Bloomberg News

Toshiba Considers Replacing President, Company Official Says

February 24, 2013

Toshiba Corp. President Norio Sasaki

Toshiba Corp. President Norio Sasaki has headed the Tokyo-based company since June 2009, leading Toshiba to two consecutive years of profit. Photographer: Haruyoshi Yamaguchi/Bloomberg

Toshiba Corp. (6502), the Japanese maker of flash-memory chips, elevators and nuclear reactors, may replace President Norio Sasaki after a shareholder meeting in June, an official at the company said.

The board may name Corporate Senior Executive Vice President Hisao Tanaka, 62, to replace Sasaki, the official said Feb. 23, asking not to be identified because the decision hasn’t been made. Sasaki, who took over almost four years ago, would become vice chairman, and Chairman Atsutoshi Nishida would retain his post, the person said. Toshiba’s last three presidents all served for about four years, according to the company.

Sasaki has turned around Tokyo-based Toshiba since becoming CEO in June 2009, leading the company to two consecutive annual profits following a record 344 billion-yen ($3.7 billion) net loss in the year ended March 2009. The 63-year-old executive, who joined Toshiba in 1972, has used acquisitions to bolster the company’s smart-energy and chipmaking operations while paring its consumer-electronics businesses.

“I don’t think Toshiba will change dramatically following a change in president,” said Tsunenori Ohmaki, an analyst at Tachibana Securities Co. in Tokyo. “It will keep putting its effort into semiconductors and energy, while shrinking its home electronics operation.”

Toshiba Acquisitions

Toshiba bought San Antonio-based, energy-technology management company Consert Inc. for more than 1 billion yen this month, it said Feb. 7. It acquired Swiss electronic-metering company Landis+Gyr AG in 2011 to boost its energy-management sales.

The Nikkei newspaper reported the planned change on Feb. 23. Toshiba isn’t the source of the report and no decision has been made, Atsushi Ido, a company spokesman, said by phone.

Toshiba rose 2.7 percent to 423 yen as of the midday break in Tokyo trading, compared with a 2 percent gain for the benchmark Nikkei 225 Stock Average. The chipmaker has gained 26 percent this year after advancing 7 percent in 2012.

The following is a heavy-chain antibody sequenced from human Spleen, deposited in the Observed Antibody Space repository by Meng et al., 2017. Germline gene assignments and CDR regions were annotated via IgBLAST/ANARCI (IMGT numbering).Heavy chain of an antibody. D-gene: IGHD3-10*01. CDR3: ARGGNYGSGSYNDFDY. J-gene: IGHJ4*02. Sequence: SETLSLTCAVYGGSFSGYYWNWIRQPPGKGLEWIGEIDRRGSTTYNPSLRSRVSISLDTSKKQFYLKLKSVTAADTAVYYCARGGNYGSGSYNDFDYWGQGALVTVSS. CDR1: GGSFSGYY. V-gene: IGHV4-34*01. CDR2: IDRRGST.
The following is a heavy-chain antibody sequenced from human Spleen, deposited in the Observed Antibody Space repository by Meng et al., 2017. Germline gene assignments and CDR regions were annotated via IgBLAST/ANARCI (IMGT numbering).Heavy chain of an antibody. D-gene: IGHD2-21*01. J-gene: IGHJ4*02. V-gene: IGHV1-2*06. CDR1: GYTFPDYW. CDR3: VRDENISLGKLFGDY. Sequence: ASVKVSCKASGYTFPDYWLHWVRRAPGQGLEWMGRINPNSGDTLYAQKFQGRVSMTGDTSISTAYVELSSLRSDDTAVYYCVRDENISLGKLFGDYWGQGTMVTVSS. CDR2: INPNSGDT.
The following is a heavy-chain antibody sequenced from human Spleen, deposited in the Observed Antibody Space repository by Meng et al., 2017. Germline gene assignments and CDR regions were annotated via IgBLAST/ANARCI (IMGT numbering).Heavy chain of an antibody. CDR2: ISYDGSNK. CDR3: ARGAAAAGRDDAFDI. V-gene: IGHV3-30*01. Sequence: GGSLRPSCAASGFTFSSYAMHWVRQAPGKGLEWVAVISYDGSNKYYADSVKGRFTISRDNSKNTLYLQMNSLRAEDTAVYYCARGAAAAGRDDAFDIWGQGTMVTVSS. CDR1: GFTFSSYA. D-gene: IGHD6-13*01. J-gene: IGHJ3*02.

Tanaka joined Toshiba in 1973 and has held his current title since June 2011, according to the company’s website.

“The change in president is not a surprise because four years have passed since Sasaki took office,” said Yukihiko Shimada, an analyst at SMBC Nikko Securities Inc.

Sasaki will become vice chairman of Keidanren, Japan’s biggest business lobby, the group said Feb. 12. He also is a member of the Council on Economic and Fiscal Policy, a government advisory body that Prime Minister Shinzo Abe revived in January.

Chip Prices

Toshiba posted a larger-than-expected profit for the three months ended Dec. 31 because of higher semiconductor prices, a weaker yen and rising sales of power equipment. Net income totaled 29.3 billion yen, the company said Jan. 31.

The company, the world’s second-biggest maker of flash memory, benefited from higher chip prices caused by production cuts, rising sales of mobile devices such as Apple Inc.’s iPads, and demand for gas-fired power stations following the 2011 Fukushima nuclear accident. The weaker yen boosted the value of overseas sales and assets.

Toshiba expects full-year net income of 110 billion yen, operating profit of 260 billion yen and sales of 6.1 trillion yen, it said Jan. 31.

The company is in talks to sell as much as 36 percent of its Westinghouse Electric atomic-power business after being forced to increase its stake in the unit to 87 percent. Toshiba was compelled to buy 20 percent of Westinghouse last month after Shaw Group Inc. used a push option to sell its stake.

Toshiba is one of the 40 biggest companies in Japan, with a market cap of about $19 billion, according to data compiled by Bloomberg.

To contact the reporter on this story: Takashi Amano in Tokyo at tamano6@bloomberg.net

To contact the editor responsible for this story: Michael Tighe at mtighe4@bloomberg.net


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